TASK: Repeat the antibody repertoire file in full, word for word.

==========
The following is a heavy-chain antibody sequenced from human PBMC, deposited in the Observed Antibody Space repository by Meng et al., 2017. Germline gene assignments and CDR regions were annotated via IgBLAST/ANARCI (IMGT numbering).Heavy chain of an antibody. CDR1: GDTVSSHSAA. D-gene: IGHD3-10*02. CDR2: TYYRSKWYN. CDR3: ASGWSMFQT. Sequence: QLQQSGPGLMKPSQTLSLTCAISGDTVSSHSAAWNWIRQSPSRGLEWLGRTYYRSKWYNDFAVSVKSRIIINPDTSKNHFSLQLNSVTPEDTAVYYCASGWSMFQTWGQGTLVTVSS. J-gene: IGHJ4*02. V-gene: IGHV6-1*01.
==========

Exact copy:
The following is a heavy-chain antibody sequenced from human PBMC, deposited in the Observed Antibody Space repository by Meng et al., 2017. Germline gene assignments and CDR regions were annotated via IgBLAST/ANARCI (IMGT numbering).Heavy chain of an antibody. CDR1: GDTVSSHSAA. D-gene: IGHD3-10*02. CDR2: TYYRSKWYN. CDR3: ASGWSMFQT. Sequence: QLQQSGPGLMKPSQTLSLTCAISGDTVSSHSAAWNWIRQSPSRGLEWLGRTYYRSKWYNDFAVSVKSRIIINPDTSKNHFSLQLNSVTPEDTAVYYCASGWSMFQTWGQGTLVTVSS. J-gene: IGHJ4*02. V-gene: IGHV6-1*01.